The merger of T-Mobile and Sprint could lead to as many as 24,000 job losses in the retail sector, according to an industry group representing independent phone store owners.
The $26 billion deal, blocked last year by attorneys general from 12 states and Washington, D.C., because of antitrust concerns, was approved Tuesday by a New York judge. It still needs the approval of the California Public Utilities Commission.
As part of the deal, T-Mobile and Sprint have pledged to protect jobs, lower prices for consumers, and improve coverage and speeds. But, while both companies may be able to keep their promise not to trim any of their own staff, many phone stores are staffed independently — which could mean layoffs in the range of 24,000, said Adam Wolf, president of the National Wireless Independent Dealer Association, which represents owners of phone stores.
As part of the deal, Sprint will shed its Boost Mobile operations to satellite company Dish Network. Boost Mobile is a prepaid phone service popular with lower income households. Wolf told NBC News his chief concern was for the future of the 8,000 local Boost stores.
“What will happen to the stores and how long will it take?” said Wolf, adding that some of the wholesalers have already been shedding staff ahead of the merger. “Sprint has sold a number of its stores to independently owned stores, but they still own some of them. When T-Mobile owns them, what do you do when you have a T-Mobile across the street?”
T-Mobile has argued in front of regulators that it will be a job creator, not a killer.
“In year one, New T-Mobile will have more than 3,500 additional full-time US employees than the standalone companies would have had, and 11,000 more people by 2024,” the company said in a statement this week, adding that it has plans to build more than 600 new retail locations and five new "customer experience centers" that would create 12,000 more jobs.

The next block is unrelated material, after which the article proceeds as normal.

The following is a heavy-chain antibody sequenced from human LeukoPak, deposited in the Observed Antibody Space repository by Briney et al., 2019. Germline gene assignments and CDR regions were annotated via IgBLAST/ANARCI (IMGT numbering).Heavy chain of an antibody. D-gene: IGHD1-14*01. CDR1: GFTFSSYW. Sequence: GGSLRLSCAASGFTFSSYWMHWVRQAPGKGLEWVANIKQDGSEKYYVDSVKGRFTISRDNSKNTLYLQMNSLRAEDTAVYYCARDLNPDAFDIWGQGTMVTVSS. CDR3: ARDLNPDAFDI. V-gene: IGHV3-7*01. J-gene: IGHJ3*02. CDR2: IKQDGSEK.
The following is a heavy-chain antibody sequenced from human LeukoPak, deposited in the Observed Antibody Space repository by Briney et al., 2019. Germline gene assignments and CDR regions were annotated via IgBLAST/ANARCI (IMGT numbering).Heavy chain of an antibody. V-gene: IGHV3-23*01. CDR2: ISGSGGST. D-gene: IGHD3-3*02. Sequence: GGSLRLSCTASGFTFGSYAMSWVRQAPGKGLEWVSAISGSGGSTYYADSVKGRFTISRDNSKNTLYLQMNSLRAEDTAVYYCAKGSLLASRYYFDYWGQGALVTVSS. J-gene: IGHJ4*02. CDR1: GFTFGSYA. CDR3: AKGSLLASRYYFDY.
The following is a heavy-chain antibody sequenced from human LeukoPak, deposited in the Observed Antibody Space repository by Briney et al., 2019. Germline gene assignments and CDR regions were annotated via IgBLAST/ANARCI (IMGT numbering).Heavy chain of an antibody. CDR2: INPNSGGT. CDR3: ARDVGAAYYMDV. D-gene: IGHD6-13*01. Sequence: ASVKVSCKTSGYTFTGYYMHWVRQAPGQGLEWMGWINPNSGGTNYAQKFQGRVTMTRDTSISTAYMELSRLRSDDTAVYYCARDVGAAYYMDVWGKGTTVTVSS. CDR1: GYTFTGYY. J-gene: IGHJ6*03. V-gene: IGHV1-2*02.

However, not everyone is buying the idea that this merger will result in such employment opportunities. Wall Street analysts believe the cuts will be significant — and the two companies have themselves acknowledged that efficiencies could result in savings of $17 billion in operating costs.
“The enormous cost synergies made possible by the merger are the most important story here,” read one report from equity research company MoffettNathanson earlier this week.
“Approximately 24,000 jobs would be eliminated as a result of overlapping retail store closures at postpaid and prepaid (Boost and MetroPCS) locations,” the Communications Workers of America labor union said in a statement. "Another approximately 4,500 jobs would be eliminated due to duplicative functions at corporate headquarters in Overland Park, Kansas, and Bellevue, Washington."
“One of the key rationales for the merger is “efficiencies” which means getting rid of redundant stores and personnel. Even the trial judge mentioned that," Gigi Sohn, a former counselor Federal Communications Commission counselor, and now a fellow at Georgetown Law Institute, told NBC News. "I’ve never seen a merger that has resulted in more jobs, and the promises are unenforceable."